High yield bonds are bonds with exceptionally high yield rates which are issued by corporations or governments with poor creditworthiness. These bonds are also referred to as junk bonds or non-investment-grade bonds because they carry a higher risk of default than other bonds.
Because borrowers with poor creditworthiness find it difficult to convince lenders that they are a good investment, they are willing to offer much higher interest rates than borrowers with good creditworthiness.
The higher amounts of interest paid out to investors compensate for possible delays or defaults on interest payments. However, borrowers may also default on the repayment of bond principal at the end of the bond term due to lack of capital or bankruptcy. For this reason, high-yield bonds are considered a high-risk investment vehicle and are not recommended for unexperienced investors.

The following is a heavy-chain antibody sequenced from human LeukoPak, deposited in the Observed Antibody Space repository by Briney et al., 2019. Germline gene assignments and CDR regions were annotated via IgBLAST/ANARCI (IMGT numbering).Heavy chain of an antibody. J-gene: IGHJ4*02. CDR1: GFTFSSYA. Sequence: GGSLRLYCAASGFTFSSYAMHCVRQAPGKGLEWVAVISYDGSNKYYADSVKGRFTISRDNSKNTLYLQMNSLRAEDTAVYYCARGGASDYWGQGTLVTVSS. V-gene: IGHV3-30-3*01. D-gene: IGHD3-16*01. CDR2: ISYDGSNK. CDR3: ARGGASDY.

Examples of high-yield bonds may include government bonds issued by governments with poor credit ratings, municipal bonds issued by municipalities with poor creditworthiness, corporate bonds issued by companies with poor credit ratings, and bank bonds issued by banks with poor credit ratings. See also: Rating agency.
Experienced investors may consider including high-yield bonds in the high-risk portion of their investment portfolio. However, as with other high-risk investments like illiquid stocks, initial coin offerings, cryptocurrencies and contracts for difference (CFDs), high-yield bond investments should be balanced with low risk investments such as bonds issued by governments and companies with good creditworthiness or medium-term notes issued by banks with strong credit ratings.